iZoom is not a name I had heard of before testing the Voyager, though they pop up on internet searches as manufacturers of both very low priced mechanical and hydraulic disc brakes. Cable operated disc brakes seem to range from fairly ineffectual to viciously powerful and everything inbetween, depending on just how they are setup and the components used, so it was hard to know what to expect from those on the Voyager. Again, read on to see how they performed in the real world.
All other aspects look to be in line with the price tag; a budget suspension fork, LCD display with electronic horn and light switch, friction fit rubber grips and a well-padded own-brand seat. Sturdy-looking, metal-caged platform pedals are a nice feature.
Climbing range and handling
The extra volts certainly translate to extra hill-climbing ability. Despite having the same motor as the Wayfarer, the Voyager was notably quicker up the steepest tarmac climb in my local area. It's a 15% grade climb, so it would certainly work the motor hard on any kind of e-bike; the handy Watts output field on the LCD display showed the Voyager consistently offering peak power of 930 watts compared to the Wayfarer's 730W or so up the same climb. The 48V system - even using the same motor - is shown to have a clear advantage.
In steep off-road conditions the limitations of the powerful hub plus cadence sensor becomes apparent though; the pedal assist system means to get the maximum power from the system you need to keep up a reasonably fast cadence. Drop below a certain cadence, as is easily done on steeper uneven trails, and the motor starts to moan and groan and on very steep sections delivers next to no power. This isn't a criticism of this particular e-bike but common to all hub motor, cadence sensor sytems I've tried. Pricier torque sensor mid-drives simply work on different mechanical principles so they can deliver immediate power in response to simple pedal pressure (rather than movement). Having said all that, lower gearing on the Voyager would probably give a real boost to performance, allowing the rider to keep that cadence at a reasonable rate, and speed and motor power to be maintained.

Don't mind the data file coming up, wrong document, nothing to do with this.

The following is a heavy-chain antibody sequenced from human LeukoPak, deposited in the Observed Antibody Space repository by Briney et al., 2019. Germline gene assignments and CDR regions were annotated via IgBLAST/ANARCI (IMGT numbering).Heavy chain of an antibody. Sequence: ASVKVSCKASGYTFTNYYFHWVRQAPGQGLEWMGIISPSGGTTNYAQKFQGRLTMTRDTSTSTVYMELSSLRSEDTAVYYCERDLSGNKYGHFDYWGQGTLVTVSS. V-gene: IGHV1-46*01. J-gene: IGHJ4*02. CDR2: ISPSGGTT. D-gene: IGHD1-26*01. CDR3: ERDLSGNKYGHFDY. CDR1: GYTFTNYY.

The really big question mark though was over the brakes; these needed quite a bit of force on the brake levers to be effective even though they improved over time (especially the front brake). The rear brake remained a little spongy and ineffective but when both were used together there was certainly a decent amount of stopping power. Perhaps time or a change of brake pads would lead to a marked improvement.
Other aspects of the Voyager performed well, from the powerful, hardwired front LED to the sturdy kickstand, reliable gear changing and the grippy but freerolling Kenda 2.1 inch wide knobblies.
We have already reviewed the E-trends Trekker which looks to occupy a similar off-road budget niche in the UK market and by comparison the Voyager knocks spots off it, both in terms of the amount and smoothness of power delivered. Aside of the bigger battery on the Voyager, both bikes look similar on paper, which just shows how attention to detail in setting up the control and electronics system can give a big performance boost.
Whilst the Voyager isn't as sophisticated in terms of power delivery as Halford's Carrera Vengeance E, it certainly trumps it in terms of bang for your buck, especially as the Vengeance has crept up in price by a couple of hundered pounds since we reviewed it. Away from the bargain basement of eBay sellers the only other real competition comes from Decathlon's Rockrider, which matches the Voyager on price but has a smaller 380Wh battery (though it does look to have more sensible gearing).
So the Voyager certainly looks to be near the head of the pack of sub-£1,000 leisure e-MTBs. Sure, you might have to replace parts more often than on pricier bikes that also come with longer guarantees (the Voyager has a one year guarantee). But even then none of the budget components will break the bank to replace and even replacement batteries are very reasonably priced at £189.
To use another cliche about the Eskute Voyager: at £999, what's not to like?